Traverse City Record-Eagle

April 6, 2013

Ag Forum: Farmability partnership supports future

By Garret Coggon
Special to the Record-Eagle

---- — The Grand Traverse region is committed to working with farmers to explore ways that they can protect their land, advance their business goals, and care for the natural world that surrounds us all.

The Grand Traverse Regional Land Conservancy, together with the Grand Traverse Conservation District, MSU Extension, and the Northwest Michigan Horticultural Research Station, are happy to announce a new program for farm families. Farmability is a program designed to temporarily protect farmland, advance farming practices, benefit farm families economically, and help them plan for the future of their farm.

Up to 5,000 acres in the targeted area of Whitewater, Milton, Elk Rapids, and Torch Lake townships are eligible this year. The Farmability Program allows families to enroll some or all of their farmland in a 10-year term conservation agreement restricting non-agricultural uses in exchange for an annual payment of $10/acre per year for active agricultural land and $5/acre per year for other land owned as a part of the farm (woodlots, wetlands etc.)

The program, while similar to the state’s PA 116 Program, is privately run and funded and provides guaranteed annual benefit payments. The program also provides benefits to support planning for the succession of the farmer’s land/operation, assistance for qualifying for the Michigan Agriculture Environmental Assurance Program (MAEAP), and/or assistance in meeting food safety guidelines. This program is modeled after a similar program of the same name and design launched in Leelanau County by the Leelanau Conservancy in 2009. To date, the program in Leelanau has attracted the enrollment of over 7,000 acres of farmland.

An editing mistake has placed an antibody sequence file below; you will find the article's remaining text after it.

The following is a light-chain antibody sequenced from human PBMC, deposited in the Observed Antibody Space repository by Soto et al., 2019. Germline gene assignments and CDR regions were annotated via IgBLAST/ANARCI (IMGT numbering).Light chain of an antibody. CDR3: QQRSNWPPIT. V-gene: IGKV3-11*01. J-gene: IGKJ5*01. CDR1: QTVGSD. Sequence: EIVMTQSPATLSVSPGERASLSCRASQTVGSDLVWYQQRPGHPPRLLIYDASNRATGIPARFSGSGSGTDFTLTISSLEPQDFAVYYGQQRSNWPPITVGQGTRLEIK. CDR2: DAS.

The annual economic impact of Michigan’s Food and Agriculture System is $91.4 billion and accounts for nearly a quarter of all jobs in the state. A recent study from MSU’s Center for Economic Analysis in the College of Agriculture and Natural Resources, together with the Center for Regional Food Systems, shows that 472,000 acres of farmland in Michigan are at risk of conversion to non-farm uses in the next 5-10 years due to inadequate plans for the future of these properties. Farmability will help our local growers prepare for the future and ensure that our local agricultural economy remains strong and competitive.

Growers who wish to learn more about this unique opportunity are invited to come to the Historic Elk Rapids Town Hall for an informational session to be held Wednesday from 1:30 to 3 p.m. Questions regarding Farmability may be directed to Brian Bourdages, Farmland Program Manager at the Grand Traverse Regional Land Conservancy, 231-929-7911. MAEAP assures farmers they are preserving the integrity of their land for future generations. Find out more by contacting Jessica Rasch or Garrett Coggon at the Grand Traverse Conservation District, (231) 941-0960.

Garrett Coggon is a Safe Food & MAEAP Technician with the Grand Traverse Conservation District.